Friday, July 27, 2012

Maternal Suicide - Part II

Part I is here.

Now I am moving toward territory of which I know little.  I know what it is like to lose a mother when one is a child, and I know what it is like to lose someone to suicide.  But put the two together?  What can we do for a bereaved child in such a situation?

Let's start with a few points about mother-loss, exclusive of suicide.

First, children do grieve, and they grieve intensely.  But it looks different than in does in adults. When I reflect upon my childhood, I recollect it as having been awash in sadness.  But I also see images of children running and playing in fields and woods, children jumping on and off the school bus, children playing their games and building their treehouses and meeting in their clubs.  We looked like ordinary children, and in many ways we were ~ which may have fooled the adults into thinking that we were in all ways just like our friends. We weren't.

Today there is excellent therapeutic support for children of loss, support that simply did not exist fifty years ago.  But a lot of adults are reluctant to access it -- too busy, too inconvenient, too distant, the kids are fine.  I would simply say: Think again.  Actually, I would say: Make it your highest priority.

Here are some things I do know from experience and training, as both a child and as an educator and a family lawyer:

Children don't articulate things in the ways that adults do.  They don't have the vocabulary.  But kids draw and color, and kids play with dolls and stuffed animals and toy figures, and kids act out stories.  A child may never come to an adult and say, "I miss my mommy."  But a child may develop an elaborate and extended drama with her stuffed animals that would tell us far more than that simple sentence would, if we but knew how to look.

Children try to protect the adults they love.  You may not feel protected when the police car pulls up at 2:00 a.m. with your teenager, slightly drunk and recently busted for shoplifting, in the back seat.  But for reasons perhaps known to adolescent psychiatrists, but not to the rest of us, our children are far more likely to try to protect our feelings by engaging in unacceptable behavior than by "using their words" and saying, "I need my dad.  I don't need a step-dad I didn't choose." 

Children need support.  We have become very fond, as a society, of saying that "children are resilient."  And they are.  But how much resilience do you want to force?  If you've experienced a marital break-up, or lost a job, or sustained a serious injury, or survived a serious illness, didn't you need help?  One of the signs of adult maturity is that we know how to ask for help, and how to accept it ~ but children are not adults.  They don't know how to ask, and if help doesn't come their way, they conclude that matters are up to them.  Think about Jem and Scout and Dill.  Even they ~ self-reliant as they were, and every one of them missing a parent ~ even they needed Boo Radley.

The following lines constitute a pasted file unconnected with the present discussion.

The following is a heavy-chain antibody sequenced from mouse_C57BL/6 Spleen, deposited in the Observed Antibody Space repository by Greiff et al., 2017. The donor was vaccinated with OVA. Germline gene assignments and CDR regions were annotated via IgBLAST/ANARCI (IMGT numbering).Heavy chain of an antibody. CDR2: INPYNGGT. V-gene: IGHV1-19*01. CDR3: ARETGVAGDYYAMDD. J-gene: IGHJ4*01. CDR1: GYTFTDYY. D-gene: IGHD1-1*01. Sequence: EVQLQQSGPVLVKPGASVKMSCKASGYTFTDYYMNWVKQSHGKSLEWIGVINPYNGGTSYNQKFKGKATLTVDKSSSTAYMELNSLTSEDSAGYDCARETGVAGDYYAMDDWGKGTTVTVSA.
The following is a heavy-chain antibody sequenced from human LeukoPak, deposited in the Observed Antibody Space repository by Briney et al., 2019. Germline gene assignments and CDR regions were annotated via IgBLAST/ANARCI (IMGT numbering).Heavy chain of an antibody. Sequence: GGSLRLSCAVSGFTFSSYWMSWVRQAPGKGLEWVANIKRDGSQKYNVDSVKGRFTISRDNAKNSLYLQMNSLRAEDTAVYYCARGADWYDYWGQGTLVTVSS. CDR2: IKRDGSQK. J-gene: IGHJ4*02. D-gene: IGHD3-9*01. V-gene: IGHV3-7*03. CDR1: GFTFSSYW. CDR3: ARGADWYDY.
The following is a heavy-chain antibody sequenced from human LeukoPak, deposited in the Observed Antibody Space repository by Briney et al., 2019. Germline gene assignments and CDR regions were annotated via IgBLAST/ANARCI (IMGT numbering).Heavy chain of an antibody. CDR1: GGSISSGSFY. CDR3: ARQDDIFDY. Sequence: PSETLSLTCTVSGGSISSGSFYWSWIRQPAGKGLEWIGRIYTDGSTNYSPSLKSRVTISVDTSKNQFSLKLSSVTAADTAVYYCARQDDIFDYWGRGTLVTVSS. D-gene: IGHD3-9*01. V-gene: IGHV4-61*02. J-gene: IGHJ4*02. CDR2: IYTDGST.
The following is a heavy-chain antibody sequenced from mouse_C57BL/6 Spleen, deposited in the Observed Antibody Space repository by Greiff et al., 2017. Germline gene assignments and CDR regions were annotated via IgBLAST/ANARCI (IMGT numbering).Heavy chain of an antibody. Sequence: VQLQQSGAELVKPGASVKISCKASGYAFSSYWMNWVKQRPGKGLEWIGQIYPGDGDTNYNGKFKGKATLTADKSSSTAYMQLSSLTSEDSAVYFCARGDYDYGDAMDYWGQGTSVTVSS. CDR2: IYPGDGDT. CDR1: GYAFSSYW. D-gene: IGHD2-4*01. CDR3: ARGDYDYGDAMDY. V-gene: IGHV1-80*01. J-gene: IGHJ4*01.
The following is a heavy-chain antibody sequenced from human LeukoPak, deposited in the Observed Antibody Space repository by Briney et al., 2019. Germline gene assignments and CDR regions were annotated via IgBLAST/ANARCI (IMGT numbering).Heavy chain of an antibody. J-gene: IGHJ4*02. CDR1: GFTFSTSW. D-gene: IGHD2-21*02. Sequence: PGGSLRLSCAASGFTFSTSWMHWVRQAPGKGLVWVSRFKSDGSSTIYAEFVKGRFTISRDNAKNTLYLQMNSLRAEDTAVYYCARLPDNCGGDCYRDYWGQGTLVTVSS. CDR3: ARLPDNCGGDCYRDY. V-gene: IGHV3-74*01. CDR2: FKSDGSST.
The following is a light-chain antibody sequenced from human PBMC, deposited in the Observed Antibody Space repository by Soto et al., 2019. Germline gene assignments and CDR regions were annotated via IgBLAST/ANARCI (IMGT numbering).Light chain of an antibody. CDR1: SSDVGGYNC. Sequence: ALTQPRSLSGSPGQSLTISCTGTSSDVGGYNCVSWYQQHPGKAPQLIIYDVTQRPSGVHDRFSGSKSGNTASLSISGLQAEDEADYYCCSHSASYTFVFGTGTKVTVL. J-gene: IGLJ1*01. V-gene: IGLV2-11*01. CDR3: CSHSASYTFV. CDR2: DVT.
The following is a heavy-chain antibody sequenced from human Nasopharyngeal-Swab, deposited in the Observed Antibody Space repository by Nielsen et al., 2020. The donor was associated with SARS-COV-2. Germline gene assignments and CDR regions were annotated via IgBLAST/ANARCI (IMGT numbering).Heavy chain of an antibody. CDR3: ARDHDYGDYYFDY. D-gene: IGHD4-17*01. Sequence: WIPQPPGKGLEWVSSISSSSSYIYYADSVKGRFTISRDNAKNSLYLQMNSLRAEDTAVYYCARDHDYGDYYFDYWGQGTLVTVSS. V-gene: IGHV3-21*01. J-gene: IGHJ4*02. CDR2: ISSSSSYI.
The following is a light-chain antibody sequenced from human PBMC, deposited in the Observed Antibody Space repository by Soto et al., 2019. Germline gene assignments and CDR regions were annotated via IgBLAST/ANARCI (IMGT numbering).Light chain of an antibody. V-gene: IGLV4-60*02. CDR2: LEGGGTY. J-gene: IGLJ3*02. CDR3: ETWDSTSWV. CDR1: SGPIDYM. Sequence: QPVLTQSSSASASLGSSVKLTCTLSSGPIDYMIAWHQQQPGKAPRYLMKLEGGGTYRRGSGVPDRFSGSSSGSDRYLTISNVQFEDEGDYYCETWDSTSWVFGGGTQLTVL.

A second major point: Mother-loss is for a lifetime and it's largely invisible.  Many of my adult friends have lost their mothers in the last decade or so, and those friends have been devastated.  The women who were in many ways their best friends and who shared in most of the critical junctures of their lives are gone.  But for a child, there is no one to fill that place at those times:

Dates, jobs, graduations, relationships, college and grad schools, weddings, jobs and careers, pregnancies and adoptions and babies, adult crises.  

Every once in awhile, like about once a decade, someone will tell me something about my mother and how she might have felt about something in my life.  "How do you know?" I wonder.  "What was she like?  What did she care about?"  No one wants to say.

I have probably missed my mother more in the last four years than I did in the preceding forty-eight.  I remember ~ unbelievably, I do remember this ~ that after both she and my baby brother were killed in the accident, a couple of people said that she would have found it unbearable to go on without her baby.  Well, I have to do that, and I would like it if she were here to help me.  My surviving children and I talk all the time, but I haven't talked to my own mother since October 5, 1960.

On the upside:

Really?  There's an upside?  

There sort of is.